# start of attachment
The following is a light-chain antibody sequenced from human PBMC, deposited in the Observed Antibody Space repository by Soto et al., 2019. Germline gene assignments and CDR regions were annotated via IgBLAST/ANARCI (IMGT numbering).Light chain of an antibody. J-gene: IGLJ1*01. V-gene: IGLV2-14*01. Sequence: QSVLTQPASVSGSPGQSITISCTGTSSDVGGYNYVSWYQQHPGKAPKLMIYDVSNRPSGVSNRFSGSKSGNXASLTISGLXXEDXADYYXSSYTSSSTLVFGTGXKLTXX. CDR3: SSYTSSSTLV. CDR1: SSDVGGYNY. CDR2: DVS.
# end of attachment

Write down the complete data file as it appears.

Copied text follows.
The following is a light-chain antibody sequenced from human PBMC, deposited in the Observed Antibody Space repository by Soto et al., 2019. Germline gene assignments and CDR regions were annotated via IgBLAST/ANARCI (IMGT numbering).Light chain of an antibody. J-gene: IGLJ1*01. V-gene: IGLV2-14*01. Sequence: QSVLTQPASVSGSPGQSITISCTGTSSDVGGYNYVSWYQQHPGKAPKLMIYDVSNRPSGVSNRFSGSKSGNXASLTISGLXXEDXADYYXSSYTSSSTLVFGTGXKLTXX. CDR3: SSYTSSSTLV. CDR1: SSDVGGYNY. CDR2: DVS.